Lisa Yaszek’s 2018 The Future Is Female! 25 Classic Science Fiction Stories By Women, From Pulp Pioneers To Ursula K. Le Guin is an anthology. As promised by the title, it contains twenty-five classic stories by women, published over a span of time stretching from the early days of commercial science fiction to the late 1960s.
Introduction • 2018 • Lisa Yaszek
A brief history of women in SF. It may astound the Guardian to discover that this history did not begin with the publication of Harry Potter and the Philosopher’s Stone.
“The Miracle Of The Lily” • 1928 • Clare Winger Harris
The great war between insect and humanity ended with total victory over nature… and crushing ennui. At least until the messages from Venus arrived.
To save humanity, it was necessary to eliminate all life on the land aside from humans. This included plants, which must mean that in this setting, all the necessities of life can be produced artificially. It’s odd that this tech doesn’t seem to be used when humans are settling other worlds.
The story covers several millennia; none of the characters are developed in detail.
“The Conquest Of Gola” • 1931 • Leslie F. Stone
The matriarchs of Venus were not prepared for the barbaric Men of Earth. The Men of Earth proved even less prepared for what they found.
One has to wonder if a male author of this era would have ended such a tale with the Venusian matriarchs going all swoony over the hunky Men. That’s not the direction Stone takes.
“The Black God’s Kiss” • 1934 • C. L. Moore
To regain her fiefdom, Jirel would consort with the very demons of hell!
The first Jirel story, which establishes one of the basic rules of Jirel: Jirel always carries out her projects to the bitter end, regardless of personal cost.
“Space Episode” • 1941 • Leslie Perri
Their rocketship was disabled. It was up to one of the three space farers — two utterly useless men and a single brave woman fully aware of the consequences of her actions — to sacrifice their life to save the other two.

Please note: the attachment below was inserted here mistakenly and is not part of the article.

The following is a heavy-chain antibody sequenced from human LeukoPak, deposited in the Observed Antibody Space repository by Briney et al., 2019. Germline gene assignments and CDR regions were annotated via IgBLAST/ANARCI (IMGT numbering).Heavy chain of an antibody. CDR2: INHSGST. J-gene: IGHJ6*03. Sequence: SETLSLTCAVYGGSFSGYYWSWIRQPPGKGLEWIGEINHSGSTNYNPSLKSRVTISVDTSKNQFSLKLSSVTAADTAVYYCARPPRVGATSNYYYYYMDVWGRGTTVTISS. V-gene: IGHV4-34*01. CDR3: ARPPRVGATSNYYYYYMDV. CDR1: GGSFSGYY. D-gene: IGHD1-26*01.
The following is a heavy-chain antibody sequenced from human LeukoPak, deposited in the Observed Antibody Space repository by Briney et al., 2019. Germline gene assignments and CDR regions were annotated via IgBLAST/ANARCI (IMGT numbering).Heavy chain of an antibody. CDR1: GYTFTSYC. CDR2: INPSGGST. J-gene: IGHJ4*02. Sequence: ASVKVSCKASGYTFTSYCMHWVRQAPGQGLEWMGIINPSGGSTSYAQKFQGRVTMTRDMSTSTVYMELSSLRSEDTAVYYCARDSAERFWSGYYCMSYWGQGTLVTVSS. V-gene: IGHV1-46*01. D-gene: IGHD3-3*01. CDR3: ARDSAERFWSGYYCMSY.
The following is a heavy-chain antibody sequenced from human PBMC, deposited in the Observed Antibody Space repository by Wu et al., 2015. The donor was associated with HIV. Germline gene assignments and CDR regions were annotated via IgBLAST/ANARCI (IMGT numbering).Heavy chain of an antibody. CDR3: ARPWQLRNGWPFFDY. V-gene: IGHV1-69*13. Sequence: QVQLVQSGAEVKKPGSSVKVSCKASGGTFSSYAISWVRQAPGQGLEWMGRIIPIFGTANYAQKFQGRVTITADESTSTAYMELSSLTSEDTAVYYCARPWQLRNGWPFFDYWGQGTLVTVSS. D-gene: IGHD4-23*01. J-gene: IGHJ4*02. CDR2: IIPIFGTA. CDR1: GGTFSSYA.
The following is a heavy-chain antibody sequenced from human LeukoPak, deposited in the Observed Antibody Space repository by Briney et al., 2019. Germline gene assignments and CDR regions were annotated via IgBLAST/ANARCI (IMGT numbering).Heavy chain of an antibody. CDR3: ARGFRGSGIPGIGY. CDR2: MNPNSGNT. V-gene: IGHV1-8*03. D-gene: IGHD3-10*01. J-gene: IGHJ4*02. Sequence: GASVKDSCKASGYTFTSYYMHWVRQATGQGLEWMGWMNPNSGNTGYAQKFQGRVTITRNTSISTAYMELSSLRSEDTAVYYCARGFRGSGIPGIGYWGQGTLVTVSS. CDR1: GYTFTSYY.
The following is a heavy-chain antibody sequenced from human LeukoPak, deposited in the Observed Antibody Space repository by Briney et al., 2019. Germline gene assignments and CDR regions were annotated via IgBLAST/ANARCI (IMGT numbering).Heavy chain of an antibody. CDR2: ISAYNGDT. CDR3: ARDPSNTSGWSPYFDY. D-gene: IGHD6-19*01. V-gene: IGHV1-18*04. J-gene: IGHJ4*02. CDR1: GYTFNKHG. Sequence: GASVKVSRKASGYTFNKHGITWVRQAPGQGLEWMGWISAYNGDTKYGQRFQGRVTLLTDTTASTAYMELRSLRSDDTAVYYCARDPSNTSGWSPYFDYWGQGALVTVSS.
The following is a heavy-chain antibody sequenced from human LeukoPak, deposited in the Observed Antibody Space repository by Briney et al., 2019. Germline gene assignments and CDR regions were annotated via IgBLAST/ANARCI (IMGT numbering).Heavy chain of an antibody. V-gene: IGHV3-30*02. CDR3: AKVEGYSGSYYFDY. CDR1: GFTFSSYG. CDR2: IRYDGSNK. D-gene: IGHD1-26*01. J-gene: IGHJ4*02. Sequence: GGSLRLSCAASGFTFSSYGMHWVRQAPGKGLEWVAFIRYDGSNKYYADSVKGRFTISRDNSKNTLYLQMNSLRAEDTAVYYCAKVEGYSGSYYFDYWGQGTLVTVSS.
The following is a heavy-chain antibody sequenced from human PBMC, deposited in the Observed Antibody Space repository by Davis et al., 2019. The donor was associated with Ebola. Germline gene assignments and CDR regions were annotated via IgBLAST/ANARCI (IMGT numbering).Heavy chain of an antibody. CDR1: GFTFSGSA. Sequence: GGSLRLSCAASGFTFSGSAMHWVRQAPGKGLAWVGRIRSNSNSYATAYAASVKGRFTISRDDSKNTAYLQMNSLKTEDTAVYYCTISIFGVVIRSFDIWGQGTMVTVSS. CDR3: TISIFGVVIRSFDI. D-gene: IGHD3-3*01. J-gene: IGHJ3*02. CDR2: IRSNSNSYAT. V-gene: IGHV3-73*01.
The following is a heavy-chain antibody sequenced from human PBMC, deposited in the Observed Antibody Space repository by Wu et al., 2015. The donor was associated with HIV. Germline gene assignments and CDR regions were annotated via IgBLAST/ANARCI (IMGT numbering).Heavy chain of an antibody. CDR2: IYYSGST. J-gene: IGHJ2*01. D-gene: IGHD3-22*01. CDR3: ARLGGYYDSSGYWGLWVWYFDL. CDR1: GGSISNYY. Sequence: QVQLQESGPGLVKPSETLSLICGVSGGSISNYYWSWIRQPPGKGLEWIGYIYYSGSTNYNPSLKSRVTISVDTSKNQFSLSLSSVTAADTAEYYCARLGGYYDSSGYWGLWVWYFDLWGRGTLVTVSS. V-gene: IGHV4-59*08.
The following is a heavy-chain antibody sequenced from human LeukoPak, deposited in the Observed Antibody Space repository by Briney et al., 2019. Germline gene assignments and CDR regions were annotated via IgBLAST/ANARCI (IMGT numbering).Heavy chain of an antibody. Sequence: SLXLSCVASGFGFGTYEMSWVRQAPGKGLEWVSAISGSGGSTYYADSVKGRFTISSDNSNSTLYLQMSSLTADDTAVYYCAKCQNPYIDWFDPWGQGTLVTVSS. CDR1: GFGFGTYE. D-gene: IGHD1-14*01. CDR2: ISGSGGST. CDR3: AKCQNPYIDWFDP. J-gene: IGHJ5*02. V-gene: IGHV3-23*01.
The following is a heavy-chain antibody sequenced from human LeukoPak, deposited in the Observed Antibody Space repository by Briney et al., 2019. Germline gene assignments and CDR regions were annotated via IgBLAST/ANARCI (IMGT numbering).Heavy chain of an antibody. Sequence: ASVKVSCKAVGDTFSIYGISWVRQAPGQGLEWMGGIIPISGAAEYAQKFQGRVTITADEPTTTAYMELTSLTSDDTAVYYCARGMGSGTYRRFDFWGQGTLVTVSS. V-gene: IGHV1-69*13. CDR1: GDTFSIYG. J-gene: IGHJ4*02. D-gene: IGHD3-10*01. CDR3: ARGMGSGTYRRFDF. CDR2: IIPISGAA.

Take that, “The Cold Equations.”
That Only A Mother • 1948 • Judith Merril
Every mother’s baby is a perfect little gem, whether born in a pristine world or in a radioactive hellscape.
My Young People’s reactions to this story can be found here.
“In Hiding” • 1948 • Wilmar H. Shiras
A teacher grants an extraordinary young man the one thing the young man he needed but could not attain: hope.
I would be astounded if Stan Lee and Jack Kirby didn’t have Shiras’ “In Hiding” and its fix-up novel Children of the Atom in mind when they created the X‑Men. But the ultimate lesson of the Shiras stories is that neither segregation or conquest are the correct solutions for the super-children of tomorrow. This is not the lesson of the X‑Men.
Contagion • 1950 • Katherine Maclean
Spacefarers struggle to save their men from the dreadful Melting Disease. The cure is almost as dire as death itself.
The Inhabited Men • 1951 • Margaret St. Clair
Three castaways rescued from a cursed planetoid each discover the nature of that world’s curse, but none truly understand it.
Oddly reminiscent of Asimov’s 1950 “Green Patches,” although much more tragic.
“Ararat” • 1952 • Zenna Henderson
Refugees from space, the People conceal their true nature by avoiding the Outsiders, as they call the humans of Earth. There is one exception: lacking teachers of their own, they must accept an Outsider in their little schoolhouse. Until now, all the teachers have been elderly. Miss Carmody is young and beautiful, and Jemmy is immediately smitten. But should People marry Outsiders?
When this was published, many people regarded so-called mixed marriages with disgust. That possible reader reaction shaped the story, which in some ways has not aged well.
“All Cats Are Gray” • 1953 • Andrew North
A brilliant spinster and her cat contend against the secret horror that left a spaceship derelict.
Our hero is single because she is utterly convinced nobody aside from her cat could love someone with her particular handicap. [Rot13]
Andrew North is Andre Norton.
“Created He Them” • 1955 • Alice Eleanor Jones
She hates him and he hates her and necessity requires they stay together forevermore.
There’s actually no reason that the couple have to live together. True, they are interfertile, which is rare and valuable. But they don’t have to cohabit; artificial insemination is possible even without hi-tech and was when this was written. But the author wanted to write a story about domestic abuse….
“Mr. Sakrison’s Halt” • 1956 • Mildred Clingerman
An eccentric elderly lady searches for the forgotten stop where she hopes her lost beau and a better life wait for her.